The truth is that in order to be able to have these ‘mini-retirements’ our kids need to grow up to be savers. They need to develop the habit of saving some of the money they receive and, with your help, investing that money (learn more here).


The money saved (invested) will start to provide them with a new income which will cover the costs of their ‘mini-retirement’. This means that they won’t just be eating into their savings.

If they don’t grow up as savers then they are more likely to use debt and be unable to have enough money to afford a ‘mini-retirement’.

There is also the option of having ‘mini-retirement’ overseas. Most people reading this blog are living in the developed world. If our kids are fortunate enough to save and even get on the property ladder, then they have the option of having their ‘mini-retirement’ overseas where living costs are much lower. The income from renting out their property could cover their mortgage interest and a lot of their expenses. This could be an amazing life experience as they get to see new parts of the world and learn about new cultures.


The above shows that if your kids like the concept of mini-retirements, it is possible for them to finance it (the key is to form a savings mindset early).


Focusing on ‘mini-retirements’ could also have very positive financial benefits. If they learn to save then it could mean they could retire (for good) at a younger age (not having to wait until they are 70).


Also, they might find that when they are on a ‘mini-retirement’ they discover something which can make them a lot more money. This could be from writing the book they have been thinking about or starting a business or just sharing tips on something they are passionate about. These could turn into new streams of income which last for many years.

Fears about Mini-retirements?


‘Mini-retirements’ won’t be for everyone. Some people will fear that getting off the career ladder could negatively impact their future earning potential (I know a lot of mums will be saying ‘Welcome to our world!’). Our kids will need to decide for themselves whether this (potential / perceived) loss in earnings potential has a greater benefit than having more ‘freedom’ whilst they are young adults.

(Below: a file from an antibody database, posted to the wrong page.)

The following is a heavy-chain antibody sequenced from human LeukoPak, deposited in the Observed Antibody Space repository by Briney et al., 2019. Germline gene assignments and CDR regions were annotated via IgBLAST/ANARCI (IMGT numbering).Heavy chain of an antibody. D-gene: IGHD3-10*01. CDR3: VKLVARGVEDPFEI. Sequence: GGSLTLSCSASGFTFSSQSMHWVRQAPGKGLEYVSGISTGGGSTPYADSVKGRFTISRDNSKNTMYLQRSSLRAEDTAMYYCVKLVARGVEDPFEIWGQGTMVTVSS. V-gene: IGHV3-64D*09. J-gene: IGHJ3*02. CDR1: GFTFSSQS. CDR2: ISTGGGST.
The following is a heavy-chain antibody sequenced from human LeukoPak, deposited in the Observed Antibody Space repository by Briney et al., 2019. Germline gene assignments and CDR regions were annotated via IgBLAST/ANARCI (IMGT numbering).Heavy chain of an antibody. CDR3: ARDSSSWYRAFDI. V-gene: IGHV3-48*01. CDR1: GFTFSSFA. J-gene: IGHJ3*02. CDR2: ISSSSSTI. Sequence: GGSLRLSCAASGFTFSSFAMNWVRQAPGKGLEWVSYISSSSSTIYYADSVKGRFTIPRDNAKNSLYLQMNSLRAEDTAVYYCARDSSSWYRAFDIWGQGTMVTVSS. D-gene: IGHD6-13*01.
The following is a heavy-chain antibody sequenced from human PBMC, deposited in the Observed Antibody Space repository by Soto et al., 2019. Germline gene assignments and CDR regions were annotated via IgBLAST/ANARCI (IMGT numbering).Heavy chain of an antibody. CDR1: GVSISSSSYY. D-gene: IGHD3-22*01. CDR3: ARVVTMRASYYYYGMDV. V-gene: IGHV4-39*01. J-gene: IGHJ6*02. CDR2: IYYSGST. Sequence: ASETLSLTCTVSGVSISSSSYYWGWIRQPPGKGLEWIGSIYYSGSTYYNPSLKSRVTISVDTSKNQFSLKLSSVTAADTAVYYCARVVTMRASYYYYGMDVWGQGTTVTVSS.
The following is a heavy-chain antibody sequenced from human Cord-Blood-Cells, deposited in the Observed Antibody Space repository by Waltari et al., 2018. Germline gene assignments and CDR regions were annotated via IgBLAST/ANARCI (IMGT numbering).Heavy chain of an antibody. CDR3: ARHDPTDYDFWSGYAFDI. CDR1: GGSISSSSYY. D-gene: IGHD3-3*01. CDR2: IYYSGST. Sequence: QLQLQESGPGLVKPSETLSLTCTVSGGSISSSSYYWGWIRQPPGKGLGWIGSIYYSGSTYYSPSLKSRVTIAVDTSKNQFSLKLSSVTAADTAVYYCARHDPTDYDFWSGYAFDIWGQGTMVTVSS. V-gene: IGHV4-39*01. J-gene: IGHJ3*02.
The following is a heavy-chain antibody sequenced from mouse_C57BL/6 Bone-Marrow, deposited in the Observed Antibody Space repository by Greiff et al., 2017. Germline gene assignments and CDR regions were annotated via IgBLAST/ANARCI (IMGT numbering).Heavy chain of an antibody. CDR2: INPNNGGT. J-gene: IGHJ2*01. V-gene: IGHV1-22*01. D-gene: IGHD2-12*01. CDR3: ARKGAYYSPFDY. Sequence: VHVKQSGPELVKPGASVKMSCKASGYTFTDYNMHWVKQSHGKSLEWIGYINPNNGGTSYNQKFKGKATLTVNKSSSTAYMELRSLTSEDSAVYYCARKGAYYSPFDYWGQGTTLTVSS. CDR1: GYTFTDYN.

The purpose of writing this blog is to encourage you to talk to your kids about ‘mini-retirements’ as a potential opportunity in the future. It’s the same with talking to your kids about being an entrepreneur. Not all kids will want to become an entrepreneur but all kids should know that it is an opportunity.

Our real-life experience


As mentioned in my blog ‘living my dream life’, my wife and I decided to take time out from the corporate world to spend more time with our kids. The money we make from our savings / investments covers our expenses whilst we are not working.


For our kids, we explain that mummy and daddy can spend all this time with them as we have our blue tree forest which produces seeds (investments that we have built up and which provides us an income). They are motivated to grow their own blue tree forest so they can do what we are doing when they are older.


Don’t get me wrong, we want them to decide what they do with their lives and how they use their money. We just want them to grow up seeing that there are different options / opportunities if they save.

Summary


For our kids' generation, old-age retirement can seem like a million years away and hard for them to be motivated to worry about it until it is too late. As parents, we should do what we can to help and this means encouraging them to learn to save as early as possible.

Introducing the concept of ‘mini-retirements’ could be a great motivator to help them start saving more. ‘Mini-retirements’ could allow them to have these golden periods where they have ‘health, wealth and time’ which is a rare scenario.


For more about this topic, I’d strongly recommend you read the book ‘The 4-Hour Work Week’ by Tim Ferris. This book was a great motivator for our family to save a little extra and live the amazing life we are fortunate enough to be living at the moment.

Thanks for reading!


Will